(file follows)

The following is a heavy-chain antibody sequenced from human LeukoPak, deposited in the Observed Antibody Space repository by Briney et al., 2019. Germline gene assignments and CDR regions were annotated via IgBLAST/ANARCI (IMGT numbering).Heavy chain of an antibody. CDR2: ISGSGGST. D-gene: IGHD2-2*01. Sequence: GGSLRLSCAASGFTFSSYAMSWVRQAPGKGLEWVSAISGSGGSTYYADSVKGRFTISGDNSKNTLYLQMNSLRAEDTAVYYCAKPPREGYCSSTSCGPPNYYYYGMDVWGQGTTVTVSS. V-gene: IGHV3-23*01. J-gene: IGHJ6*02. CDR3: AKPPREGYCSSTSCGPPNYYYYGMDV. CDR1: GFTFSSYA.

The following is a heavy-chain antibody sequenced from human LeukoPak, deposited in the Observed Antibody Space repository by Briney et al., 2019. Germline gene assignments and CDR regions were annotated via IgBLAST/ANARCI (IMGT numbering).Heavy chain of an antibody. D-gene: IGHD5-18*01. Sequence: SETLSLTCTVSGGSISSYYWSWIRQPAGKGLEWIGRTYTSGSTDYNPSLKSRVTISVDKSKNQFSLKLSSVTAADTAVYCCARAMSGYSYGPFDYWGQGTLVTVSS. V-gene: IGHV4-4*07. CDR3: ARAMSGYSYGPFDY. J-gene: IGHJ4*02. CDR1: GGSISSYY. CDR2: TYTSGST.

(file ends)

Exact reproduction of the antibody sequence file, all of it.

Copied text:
The following is a heavy-chain antibody sequenced from human LeukoPak, deposited in the Observed Antibody Space repository by Briney et al., 2019. Germline gene assignments and CDR regions were annotated via IgBLAST/ANARCI (IMGT numbering).Heavy chain of an antibody. CDR2: ISGSGGST. D-gene: IGHD2-2*01. Sequence: GGSLRLSCAASGFTFSSYAMSWVRQAPGKGLEWVSAISGSGGSTYYADSVKGRFTISGDNSKNTLYLQMNSLRAEDTAVYYCAKPPREGYCSSTSCGPPNYYYYGMDVWGQGTTVTVSS. V-gene: IGHV3-23*01. J-gene: IGHJ6*02. CDR3: AKPPREGYCSSTSCGPPNYYYYGMDV. CDR1: GFTFSSYA.

The following is a heavy-chain antibody sequenced from human LeukoPak, deposited in the Observed Antibody Space repository by Briney et al., 2019. Germline gene assignments and CDR regions were annotated via IgBLAST/ANARCI (IMGT numbering).Heavy chain of an antibody. D-gene: IGHD5-18*01. Sequence: SETLSLTCTVSGGSISSYYWSWIRQPAGKGLEWIGRTYTSGSTDYNPSLKSRVTISVDKSKNQFSLKLSSVTAADTAVYCCARAMSGYSYGPFDYWGQGTLVTVSS. V-gene: IGHV4-4*07. CDR3: ARAMSGYSYGPFDY. J-gene: IGHJ4*02. CDR1: GGSISSYY. CDR2: TYTSGST.